Forgiveness… granting it is liberation, withholding it–bondage.  Asking for forgiveness is not weakness, but strength.  There is such a paradox in the Christian life, but not just for the Christian, for all of humanity.  Through the emptying of self, we can be the most filled and fulfilled.

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“Then Peter came and said to Him, “Lord, how often shall my brother sin against me and I forgive him? Up to seven times?”  Jesus said to him, “I do not say to you, up to seven times, but up to seventy times seven.”

Matthew 18:21-22

So often, we hold onto things–to pains, to hurts.  It can become easy to feed and those feelings can fester, creating bitterness and consuming us to our core.  Forgiveness does not mean continually putting oneself in harm’s way, but instead it is seeing oneself as a person who has sinned against God and extending the forgiveness He has offered and extending that same forgiveness to others. (Matthew 18:21-35).

“Absolutely nothing will help us if we are not lenient toward the weaknesses of men and forgive them. For how can we hope that God will forgive us if we do not forgive others?”

+ St. Nikolai Velimirovich, December 12,  The Prologue of Ohrid

“Be kind to one another, tender-hearted, forgiving each other, just as God in Christ also has forgiven you.“

Ephesians 4:32

“Christ prayed for those that crucified Him: ‘Father, count not this sin against them; they know not what they do.’ Archdeacon Stephen prayed for those who stoned him so that the Lord would not judge this sin against them. And so we, if we wish to retain grace, must pray for our enemies. If you do not find pity on a sinner who will suffer in flames, then you do not carry the grace of the Holy Spirit, but rather an evil spirit; and while you yet live, you must free yourself from his clutches through repentance.”

— St. Silouan the Athonite

“When we teach children to be good, to be gentle, to be forgiving (all these are attributes of God), to be generous, to love their fellow men, to regard this present age as nothing, we instill virtue in their souls, and reveal the image of God within them.”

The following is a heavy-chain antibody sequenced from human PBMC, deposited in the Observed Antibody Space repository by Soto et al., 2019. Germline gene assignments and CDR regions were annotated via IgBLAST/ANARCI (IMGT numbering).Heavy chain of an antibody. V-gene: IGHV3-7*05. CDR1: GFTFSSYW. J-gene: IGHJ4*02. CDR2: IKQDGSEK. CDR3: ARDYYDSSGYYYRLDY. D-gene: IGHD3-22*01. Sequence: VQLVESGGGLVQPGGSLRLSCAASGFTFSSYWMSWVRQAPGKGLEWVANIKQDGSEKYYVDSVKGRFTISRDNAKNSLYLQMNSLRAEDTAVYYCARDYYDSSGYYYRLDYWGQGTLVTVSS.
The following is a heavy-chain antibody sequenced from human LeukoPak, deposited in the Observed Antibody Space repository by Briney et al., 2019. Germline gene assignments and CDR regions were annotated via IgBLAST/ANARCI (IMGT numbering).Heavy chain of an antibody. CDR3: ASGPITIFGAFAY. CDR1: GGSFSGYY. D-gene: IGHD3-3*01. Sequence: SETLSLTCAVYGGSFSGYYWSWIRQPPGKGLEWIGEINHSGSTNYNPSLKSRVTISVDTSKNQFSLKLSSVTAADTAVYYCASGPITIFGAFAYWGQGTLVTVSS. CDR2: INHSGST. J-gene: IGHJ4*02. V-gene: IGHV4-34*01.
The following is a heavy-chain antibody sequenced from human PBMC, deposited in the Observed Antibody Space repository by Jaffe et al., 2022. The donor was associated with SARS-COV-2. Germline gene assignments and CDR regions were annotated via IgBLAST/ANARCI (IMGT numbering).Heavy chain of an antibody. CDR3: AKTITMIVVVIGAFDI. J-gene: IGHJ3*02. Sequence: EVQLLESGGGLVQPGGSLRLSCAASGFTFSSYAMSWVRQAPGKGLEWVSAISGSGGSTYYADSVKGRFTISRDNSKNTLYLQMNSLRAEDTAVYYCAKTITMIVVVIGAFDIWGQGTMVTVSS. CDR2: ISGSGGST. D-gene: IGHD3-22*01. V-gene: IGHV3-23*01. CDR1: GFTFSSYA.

— St John Chrysostom

When I look at the ways people have hurt me–sinned against me, it can be easy to feel that they do not deserve forgiveness, especially if I do not feel that I have put the same pains and hurts into the world.  It can be easy to see my brother as the greatest sinner and not myself, but once we stop looking at life and morality through a curved grading system–once we stop comparing ourselves to others and only look at our offenses against God and only compare ourselves to the life of Christ, we can see our own sins and how gracious God is to forgive.  A true gratitude for His forgiveness extends that forgiveness unto others.  Every offense we commit against another is also an offense against God and the beautiful image of Himself He has etched into every one of us.

“Do not allow the spark of discord and enmity to smolder. The longer you wait, the more the enemy tries to cause confusion among you. Be watchful, so that he does not mock you. Humility destroys all of his schemes.”

+ St. Macarius of Optina, quoted from Living Without Hypocrisy: Spiritual Counsels of the Holy Elders of Optina

Let us be quick to forgive and quick to seek forgiveness.  There is nothing that better emulates the very heart of God, for forgiveness is true love in action.

“Master, Teacher of wisdom, Bestower of virtue, You teach the thoughtless and protect the poor: Strengthen and enlighten my heart. Word of the Father, Let me not restrain my mouth from crying to you: Have mercy on me, a transgressor, O merciful Lord!”

Kontakion (Tone 6)

Shorter version posted originally on my old blog Homemaking Simplified March 12, 2019.


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Heat a tablespoon of butter and a tablespoon of olive oil in a large pan. Wait until the pan is hot and the butter has fully melted.